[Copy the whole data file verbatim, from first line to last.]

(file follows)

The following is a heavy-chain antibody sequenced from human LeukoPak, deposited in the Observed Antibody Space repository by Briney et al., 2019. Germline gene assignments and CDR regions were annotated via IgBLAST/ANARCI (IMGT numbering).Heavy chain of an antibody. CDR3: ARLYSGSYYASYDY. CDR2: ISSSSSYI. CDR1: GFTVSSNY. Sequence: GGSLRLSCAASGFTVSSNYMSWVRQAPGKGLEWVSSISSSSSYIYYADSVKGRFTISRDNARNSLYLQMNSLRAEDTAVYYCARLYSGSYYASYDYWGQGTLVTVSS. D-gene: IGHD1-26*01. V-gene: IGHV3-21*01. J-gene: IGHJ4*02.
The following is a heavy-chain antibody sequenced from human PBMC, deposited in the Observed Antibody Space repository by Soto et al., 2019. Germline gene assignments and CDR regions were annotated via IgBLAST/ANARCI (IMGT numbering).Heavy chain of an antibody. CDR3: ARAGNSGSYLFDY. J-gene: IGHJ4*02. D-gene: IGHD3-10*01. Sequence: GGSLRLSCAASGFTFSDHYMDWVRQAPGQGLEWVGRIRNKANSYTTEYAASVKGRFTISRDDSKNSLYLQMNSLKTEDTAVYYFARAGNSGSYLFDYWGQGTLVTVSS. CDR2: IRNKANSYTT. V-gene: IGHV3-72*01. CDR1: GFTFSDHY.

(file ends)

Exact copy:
The following is a heavy-chain antibody sequenced from human LeukoPak, deposited in the Observed Antibody Space repository by Briney et al., 2019. Germline gene assignments and CDR regions were annotated via IgBLAST/ANARCI (IMGT numbering).Heavy chain of an antibody. CDR3: ARLYSGSYYASYDY. CDR2: ISSSSSYI. CDR1: GFTVSSNY. Sequence: GGSLRLSCAASGFTVSSNYMSWVRQAPGKGLEWVSSISSSSSYIYYADSVKGRFTISRDNARNSLYLQMNSLRAEDTAVYYCARLYSGSYYASYDYWGQGTLVTVSS. D-gene: IGHD1-26*01. V-gene: IGHV3-21*01. J-gene: IGHJ4*02.
The following is a heavy-chain antibody sequenced from human PBMC, deposited in the Observed Antibody Space repository by Soto et al., 2019. Germline gene assignments and CDR regions were annotated via IgBLAST/ANARCI (IMGT numbering).Heavy chain of an antibody. CDR3: ARAGNSGSYLFDY. J-gene: IGHJ4*02. D-gene: IGHD3-10*01. Sequence: GGSLRLSCAASGFTFSDHYMDWVRQAPGQGLEWVGRIRNKANSYTTEYAASVKGRFTISRDDSKNSLYLQMNSLKTEDTAVYYFARAGNSGSYLFDYWGQGTLVTVSS. CDR2: IRNKANSYTT. V-gene: IGHV3-72*01. CDR1: GFTFSDHY.